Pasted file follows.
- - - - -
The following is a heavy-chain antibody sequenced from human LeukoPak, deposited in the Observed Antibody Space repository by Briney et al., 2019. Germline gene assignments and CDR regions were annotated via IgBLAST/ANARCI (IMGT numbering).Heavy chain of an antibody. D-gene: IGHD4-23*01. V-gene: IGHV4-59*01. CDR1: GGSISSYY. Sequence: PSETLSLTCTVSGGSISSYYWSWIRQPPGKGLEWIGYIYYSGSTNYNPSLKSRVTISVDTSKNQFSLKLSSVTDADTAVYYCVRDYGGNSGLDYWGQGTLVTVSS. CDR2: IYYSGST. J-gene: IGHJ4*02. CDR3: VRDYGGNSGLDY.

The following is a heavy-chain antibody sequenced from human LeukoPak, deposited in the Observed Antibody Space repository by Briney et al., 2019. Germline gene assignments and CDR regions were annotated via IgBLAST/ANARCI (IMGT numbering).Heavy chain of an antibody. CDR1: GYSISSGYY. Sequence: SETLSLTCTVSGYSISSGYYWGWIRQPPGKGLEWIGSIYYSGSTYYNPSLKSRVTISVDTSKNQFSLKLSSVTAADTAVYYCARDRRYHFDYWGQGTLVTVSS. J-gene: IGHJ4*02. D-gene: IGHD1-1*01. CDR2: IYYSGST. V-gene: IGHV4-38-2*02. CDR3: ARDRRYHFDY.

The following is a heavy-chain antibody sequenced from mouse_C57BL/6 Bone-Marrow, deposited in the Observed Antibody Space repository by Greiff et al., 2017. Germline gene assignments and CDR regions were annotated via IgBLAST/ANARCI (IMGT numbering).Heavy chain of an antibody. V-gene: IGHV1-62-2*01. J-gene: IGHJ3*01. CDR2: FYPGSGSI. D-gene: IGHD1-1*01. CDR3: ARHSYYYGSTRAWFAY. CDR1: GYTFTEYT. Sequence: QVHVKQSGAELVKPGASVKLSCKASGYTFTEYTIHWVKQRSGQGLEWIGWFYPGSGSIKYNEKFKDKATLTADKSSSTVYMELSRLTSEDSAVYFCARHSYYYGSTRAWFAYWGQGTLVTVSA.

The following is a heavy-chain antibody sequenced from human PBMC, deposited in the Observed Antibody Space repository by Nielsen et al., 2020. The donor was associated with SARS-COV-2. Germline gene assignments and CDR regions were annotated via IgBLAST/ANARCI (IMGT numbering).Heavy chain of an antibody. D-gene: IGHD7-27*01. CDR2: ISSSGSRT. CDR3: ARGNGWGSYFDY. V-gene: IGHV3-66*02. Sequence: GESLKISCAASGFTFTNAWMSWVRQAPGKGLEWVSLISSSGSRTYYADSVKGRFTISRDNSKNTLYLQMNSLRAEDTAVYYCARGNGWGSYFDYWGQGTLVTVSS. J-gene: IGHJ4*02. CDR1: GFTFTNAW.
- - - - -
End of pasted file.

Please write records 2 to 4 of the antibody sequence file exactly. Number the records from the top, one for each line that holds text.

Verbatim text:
The following is a heavy-chain antibody sequenced from human LeukoPak, deposited in the Observed Antibody Space repository by Briney et al., 2019. Germline gene assignments and CDR regions were annotated via IgBLAST/ANARCI (IMGT numbering).Heavy chain of an antibody. CDR1: GYSISSGYY. Sequence: SETLSLTCTVSGYSISSGYYWGWIRQPPGKGLEWIGSIYYSGSTYYNPSLKSRVTISVDTSKNQFSLKLSSVTAADTAVYYCARDRRYHFDYWGQGTLVTVSS. J-gene: IGHJ4*02. D-gene: IGHD1-1*01. CDR2: IYYSGST. V-gene: IGHV4-38-2*02. CDR3: ARDRRYHFDY.

The following is a heavy-chain antibody sequenced from mouse_C57BL/6 Bone-Marrow, deposited in the Observed Antibody Space repository by Greiff et al., 2017. Germline gene assignments and CDR regions were annotated via IgBLAST/ANARCI (IMGT numbering).Heavy chain of an antibody. V-gene: IGHV1-62-2*01. J-gene: IGHJ3*01. CDR2: FYPGSGSI. D-gene: IGHD1-1*01. CDR3: ARHSYYYGSTRAWFAY. CDR1: GYTFTEYT. Sequence: QVHVKQSGAELVKPGASVKLSCKASGYTFTEYTIHWVKQRSGQGLEWIGWFYPGSGSIKYNEKFKDKATLTADKSSSTVYMELSRLTSEDSAVYFCARHSYYYGSTRAWFAYWGQGTLVTVSA.

The following is a heavy-chain antibody sequenced from human PBMC, deposited in the Observed Antibody Space repository by Nielsen et al., 2020. The donor was associated with SARS-COV-2. Germline gene assignments and CDR regions were annotated via IgBLAST/ANARCI (IMGT numbering).Heavy chain of an antibody. D-gene: IGHD7-27*01. CDR2: ISSSGSRT. CDR3: ARGNGWGSYFDY. V-gene: IGHV3-66*02. Sequence: GESLKISCAASGFTFTNAWMSWVRQAPGKGLEWVSLISSSGSRTYYADSVKGRFTISRDNSKNTLYLQMNSLRAEDTAVYYCARGNGWGSYFDYWGQGTLVTVSS. J-gene: IGHJ4*02. CDR1: GFTFTNAW.